Scrolling is now an incredibly natural part of web browsing. Users are used to scrolling on social media platforms, mobile apps, and other digital platforms each and every day. As a result, they expect to be able to scroll when browsing a website.
The Benefits of Scrolling
In addition to debunking the myth that users don’t scroll, it’s important to understand the benefits of scrolling. Here are just a few:
1. More Information
By allowing users to scroll, we have the ability, as web designers, to provide more information and content to users. This can be especially important for websites that provide a lot of information, such as news websites or educational sites. It’s important to make sure your website design has it’s heart and code set on the user, if they need more information they will look for it, even if they have to scroll. You just need to make sure it’s clear to get there.
2. Better User Experience
By making scrolling easy and intuitive, we can create a better user experience for our website design. Users are more likely to stay on a website that is easy to navigate and provides them with the information they need. Don’t just think your users want to navigate your website via your main navigation. It’s important to have smooth user journeys throughout your website, considering the users intent on each page.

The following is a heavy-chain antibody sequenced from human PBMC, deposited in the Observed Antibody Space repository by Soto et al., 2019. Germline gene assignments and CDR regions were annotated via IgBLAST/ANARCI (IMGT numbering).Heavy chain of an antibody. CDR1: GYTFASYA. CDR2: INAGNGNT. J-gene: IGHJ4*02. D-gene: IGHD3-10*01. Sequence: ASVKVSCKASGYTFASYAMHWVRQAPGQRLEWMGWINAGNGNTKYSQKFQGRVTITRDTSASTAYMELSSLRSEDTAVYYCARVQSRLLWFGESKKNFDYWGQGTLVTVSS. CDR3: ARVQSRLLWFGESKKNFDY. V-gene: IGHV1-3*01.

3. Increased Engagement
Engaging content and visuals can keep users scrolling and increase their activity on a website. Studies have proven that the longer a user spends on a website the more likely they to convert and become a more loyal customer.
4. Better SEO
Having more content on a website can also improve search engine optimisation (SEO). Search engines like Google prefer websites that have a lot of high-quality content, so having more content that can be easily scrolled through can improve a website’s search engine rankings. You can improve this experience by including things like sticky contents blocks so users can see their position on the page if there is a lot of a content.
How to Design for Scrolling
So you get it now right? We’ve established the importance of scrolling. Let’s take a look at how to design for scrolling:
1. Use Clear and Intuitive Design Cues